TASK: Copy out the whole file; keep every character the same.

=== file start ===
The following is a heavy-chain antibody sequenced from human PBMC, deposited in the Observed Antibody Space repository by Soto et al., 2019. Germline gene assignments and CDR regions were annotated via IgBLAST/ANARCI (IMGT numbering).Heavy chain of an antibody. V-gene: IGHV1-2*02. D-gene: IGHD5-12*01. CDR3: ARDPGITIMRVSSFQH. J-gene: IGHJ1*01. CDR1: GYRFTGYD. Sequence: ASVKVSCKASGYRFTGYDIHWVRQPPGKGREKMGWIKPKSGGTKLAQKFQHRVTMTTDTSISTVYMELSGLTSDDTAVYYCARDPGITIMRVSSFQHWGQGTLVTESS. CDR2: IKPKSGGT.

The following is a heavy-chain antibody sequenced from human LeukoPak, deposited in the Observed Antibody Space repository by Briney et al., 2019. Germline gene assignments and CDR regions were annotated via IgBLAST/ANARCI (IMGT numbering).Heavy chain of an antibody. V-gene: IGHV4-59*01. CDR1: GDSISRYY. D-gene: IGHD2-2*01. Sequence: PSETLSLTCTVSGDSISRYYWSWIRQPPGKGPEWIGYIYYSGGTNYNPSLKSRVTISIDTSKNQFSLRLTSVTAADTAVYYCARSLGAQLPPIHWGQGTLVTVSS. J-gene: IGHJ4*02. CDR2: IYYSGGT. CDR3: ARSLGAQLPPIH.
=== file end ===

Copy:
The following is a heavy-chain antibody sequenced from human PBMC, deposited in the Observed Antibody Space repository by Soto et al., 2019. Germline gene assignments and CDR regions were annotated via IgBLAST/ANARCI (IMGT numbering).Heavy chain of an antibody. V-gene: IGHV1-2*02. D-gene: IGHD5-12*01. CDR3: ARDPGITIMRVSSFQH. J-gene: IGHJ1*01. CDR1: GYRFTGYD. Sequence: ASVKVSCKASGYRFTGYDIHWVRQPPGKGREKMGWIKPKSGGTKLAQKFQHRVTMTTDTSISTVYMELSGLTSDDTAVYYCARDPGITIMRVSSFQHWGQGTLVTESS. CDR2: IKPKSGGT.

The following is a heavy-chain antibody sequenced from human LeukoPak, deposited in the Observed Antibody Space repository by Briney et al., 2019. Germline gene assignments and CDR regions were annotated via IgBLAST/ANARCI (IMGT numbering).Heavy chain of an antibody. V-gene: IGHV4-59*01. CDR1: GDSISRYY. D-gene: IGHD2-2*01. Sequence: PSETLSLTCTVSGDSISRYYWSWIRQPPGKGPEWIGYIYYSGGTNYNPSLKSRVTISIDTSKNQFSLRLTSVTAADTAVYYCARSLGAQLPPIHWGQGTLVTVSS. J-gene: IGHJ4*02. CDR2: IYYSGGT. CDR3: ARSLGAQLPPIH.